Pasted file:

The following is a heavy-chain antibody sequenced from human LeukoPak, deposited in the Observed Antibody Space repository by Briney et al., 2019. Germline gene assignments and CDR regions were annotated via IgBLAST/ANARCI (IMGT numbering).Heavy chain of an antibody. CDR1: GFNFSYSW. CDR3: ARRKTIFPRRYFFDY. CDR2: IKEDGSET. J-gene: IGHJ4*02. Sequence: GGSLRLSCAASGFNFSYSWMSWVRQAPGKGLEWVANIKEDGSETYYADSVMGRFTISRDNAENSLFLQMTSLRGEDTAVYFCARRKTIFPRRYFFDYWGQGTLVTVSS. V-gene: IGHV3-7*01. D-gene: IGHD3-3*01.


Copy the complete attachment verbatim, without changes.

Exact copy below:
The following is a heavy-chain antibody sequenced from human LeukoPak, deposited in the Observed Antibody Space repository by Briney et al., 2019. Germline gene assignments and CDR regions were annotated via IgBLAST/ANARCI (IMGT numbering).Heavy chain of an antibody. CDR1: GFNFSYSW. CDR3: ARRKTIFPRRYFFDY. CDR2: IKEDGSET. J-gene: IGHJ4*02. Sequence: GGSLRLSCAASGFNFSYSWMSWVRQAPGKGLEWVANIKEDGSETYYADSVMGRFTISRDNAENSLFLQMTSLRGEDTAVYFCARRKTIFPRRYFFDYWGQGTLVTVSS. V-gene: IGHV3-7*01. D-gene: IGHD3-3*01.